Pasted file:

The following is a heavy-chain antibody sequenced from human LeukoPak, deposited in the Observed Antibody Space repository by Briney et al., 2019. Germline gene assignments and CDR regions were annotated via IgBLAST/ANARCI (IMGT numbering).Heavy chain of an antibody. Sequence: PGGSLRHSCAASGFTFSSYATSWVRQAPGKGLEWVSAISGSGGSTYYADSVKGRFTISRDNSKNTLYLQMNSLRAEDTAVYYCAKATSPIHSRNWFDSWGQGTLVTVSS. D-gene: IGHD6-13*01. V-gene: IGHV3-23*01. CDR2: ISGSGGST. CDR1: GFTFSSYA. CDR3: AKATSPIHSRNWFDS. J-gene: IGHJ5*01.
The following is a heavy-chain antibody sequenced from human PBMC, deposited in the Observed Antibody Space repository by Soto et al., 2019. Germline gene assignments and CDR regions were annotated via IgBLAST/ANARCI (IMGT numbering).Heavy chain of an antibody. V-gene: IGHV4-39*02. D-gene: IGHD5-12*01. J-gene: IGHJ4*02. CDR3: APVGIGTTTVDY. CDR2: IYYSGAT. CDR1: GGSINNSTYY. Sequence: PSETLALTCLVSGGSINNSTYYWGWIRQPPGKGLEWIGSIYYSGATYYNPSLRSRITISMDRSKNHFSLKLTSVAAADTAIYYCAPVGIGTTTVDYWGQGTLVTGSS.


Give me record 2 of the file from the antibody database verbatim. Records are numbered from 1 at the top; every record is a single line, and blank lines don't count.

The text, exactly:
The following is a heavy-chain antibody sequenced from human PBMC, deposited in the Observed Antibody Space repository by Soto et al., 2019. Germline gene assignments and CDR regions were annotated via IgBLAST/ANARCI (IMGT numbering).Heavy chain of an antibody. V-gene: IGHV4-39*02. D-gene: IGHD5-12*01. J-gene: IGHJ4*02. CDR3: APVGIGTTTVDY. CDR2: IYYSGAT. CDR1: GGSINNSTYY. Sequence: PSETLALTCLVSGGSINNSTYYWGWIRQPPGKGLEWIGSIYYSGATYYNPSLRSRITISMDRSKNHFSLKLTSVAAADTAIYYCAPVGIGTTTVDYWGQGTLVTGSS.